'Now, turning to the dictionaries, one finds the word defined as a place free of buildings or trees -- vide Chambers 20th Century Dictionary and the Oxford Dictionary.'
We have referred to the Oxford Shorter Dictionary which undoubtedly is the most authoritative dictionary on the English language. The detinition to which Rajagopala Aiyangar J. was evidently referring to is that given not to 'open' as an adjective but to the expression 'the open'. The meaning to be attached to this expression 'the open' according to the dictionary is: '(a) the part of the country not enclosed; (b) ground without building, trees etc; (c) the open water in. sea or river; and (d) the open air.' We do not think that in the context of rule 18 (a) this definition is apposite.
7. We then find the following definition of 'open' as an adjective; 'Of a space; not shut in; unenclosed; unwalled, unconfined.' There are other meanings which are more or less relevant: 'uncovered, unobstructed, clear.' It is only with reference to the country that the word open carries the meaning 'free from wood, buildings etc.'' Accepting the several meanings of the word 'open', we are clearly of opinion that the existence of 7 or 8 scattered trees within the space sixty feet wide all round would not render this entire space any the less an open space within the meaning ot that expression in the proviso to rule 18(a).
8. In our opinion it is a question of fact whe-ther in a particular case there is or there is not an open space of not less than 20 yards in width. It is quite possible that the existence of even one tree may render the space not an open space, as for Instance, where the single tree is a huge banian tree spreading its branches and covering up several square feet, or there may be a regular grove or tope of trees all round, in which case obviously the space could not be called an open space. It is equally clear to us that the existence of say one tree at one corner of the space would not prevent the space being described as an open space. It is for the man on the spot to form a common sense opinion of the matter.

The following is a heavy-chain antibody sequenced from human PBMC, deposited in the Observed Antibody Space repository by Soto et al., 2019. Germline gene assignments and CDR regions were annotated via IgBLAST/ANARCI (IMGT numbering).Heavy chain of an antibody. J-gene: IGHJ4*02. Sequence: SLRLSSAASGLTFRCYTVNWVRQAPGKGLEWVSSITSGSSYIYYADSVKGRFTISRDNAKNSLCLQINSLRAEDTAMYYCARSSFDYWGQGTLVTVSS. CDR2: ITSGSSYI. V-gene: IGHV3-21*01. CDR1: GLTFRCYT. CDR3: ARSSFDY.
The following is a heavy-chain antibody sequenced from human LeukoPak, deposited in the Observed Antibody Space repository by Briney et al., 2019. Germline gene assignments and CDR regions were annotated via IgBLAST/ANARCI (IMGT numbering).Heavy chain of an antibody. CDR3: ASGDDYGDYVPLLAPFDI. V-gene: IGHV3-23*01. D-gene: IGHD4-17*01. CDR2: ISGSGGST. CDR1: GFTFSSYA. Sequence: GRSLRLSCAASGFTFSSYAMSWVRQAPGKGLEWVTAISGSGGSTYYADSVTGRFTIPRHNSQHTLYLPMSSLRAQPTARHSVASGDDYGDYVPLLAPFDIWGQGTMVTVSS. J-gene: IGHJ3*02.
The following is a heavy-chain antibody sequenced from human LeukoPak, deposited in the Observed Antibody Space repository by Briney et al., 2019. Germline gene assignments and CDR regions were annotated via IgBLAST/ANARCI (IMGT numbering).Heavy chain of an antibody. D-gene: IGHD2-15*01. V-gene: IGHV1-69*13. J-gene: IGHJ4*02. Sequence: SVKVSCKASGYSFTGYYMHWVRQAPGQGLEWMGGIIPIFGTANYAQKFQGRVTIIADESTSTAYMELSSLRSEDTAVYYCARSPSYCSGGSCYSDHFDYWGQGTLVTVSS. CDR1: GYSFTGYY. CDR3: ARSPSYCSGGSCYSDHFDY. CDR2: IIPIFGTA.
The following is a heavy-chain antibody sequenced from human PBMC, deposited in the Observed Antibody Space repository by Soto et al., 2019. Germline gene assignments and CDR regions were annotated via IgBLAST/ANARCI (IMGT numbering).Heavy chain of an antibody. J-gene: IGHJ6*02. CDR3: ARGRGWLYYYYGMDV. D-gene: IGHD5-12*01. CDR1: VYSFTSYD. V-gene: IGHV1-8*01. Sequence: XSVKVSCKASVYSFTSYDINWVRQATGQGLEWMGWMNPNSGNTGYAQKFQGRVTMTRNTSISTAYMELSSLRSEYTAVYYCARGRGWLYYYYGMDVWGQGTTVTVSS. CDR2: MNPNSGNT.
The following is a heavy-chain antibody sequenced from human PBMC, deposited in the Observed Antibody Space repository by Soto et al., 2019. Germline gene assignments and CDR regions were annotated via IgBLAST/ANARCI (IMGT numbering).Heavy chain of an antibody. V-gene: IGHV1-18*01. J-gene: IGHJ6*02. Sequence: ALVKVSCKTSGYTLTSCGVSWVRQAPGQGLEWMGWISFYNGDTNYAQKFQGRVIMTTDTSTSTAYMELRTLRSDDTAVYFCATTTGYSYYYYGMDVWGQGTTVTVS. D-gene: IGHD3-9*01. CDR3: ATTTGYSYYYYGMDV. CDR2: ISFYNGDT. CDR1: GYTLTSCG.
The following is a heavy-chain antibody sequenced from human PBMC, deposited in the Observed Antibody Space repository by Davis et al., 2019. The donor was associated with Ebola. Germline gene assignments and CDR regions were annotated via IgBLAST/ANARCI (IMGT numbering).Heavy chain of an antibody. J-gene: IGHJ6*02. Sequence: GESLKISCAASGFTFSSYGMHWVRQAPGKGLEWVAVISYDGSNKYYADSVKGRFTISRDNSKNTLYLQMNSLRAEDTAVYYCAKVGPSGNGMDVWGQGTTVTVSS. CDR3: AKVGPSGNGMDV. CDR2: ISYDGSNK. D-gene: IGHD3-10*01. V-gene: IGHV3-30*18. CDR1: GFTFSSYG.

9. Though one cannot be quite certain because there is nowhere an express statement of the reason for this condition, it is presumably a safety measure. This is apparent from the order of the Government of Madras to which our attention wag drawn by the learned counsel for the respondent, G. O. No. 1634 dated 15th June 1954, In this G. O. the open space is described as a safety zone. Raja-gopala Aiyangar J. considered that the purpose of this condition was that in case of any accident commotion or fire in the auditorium there should be engress for the persons within the enclosed space. Even If this be the purpose, it is clear to us from the report of the Tahsildar that the presence of these 7 or 8 trees in one part of the compound wall would not prevent engress in any manner.
10. In the result, we hold that this court would not be entitled to quash either the order of the Revenue Divisional Officer granting the exemption under rule 18(a) proviso, or the order of the Taluk Magistrate granting a licence to the appellant. The appeals are allowed with costs in one appeal and writ petitions Nos. 179 and 197 of 1956 will be dismissed. Advocate's fee Rs. 100.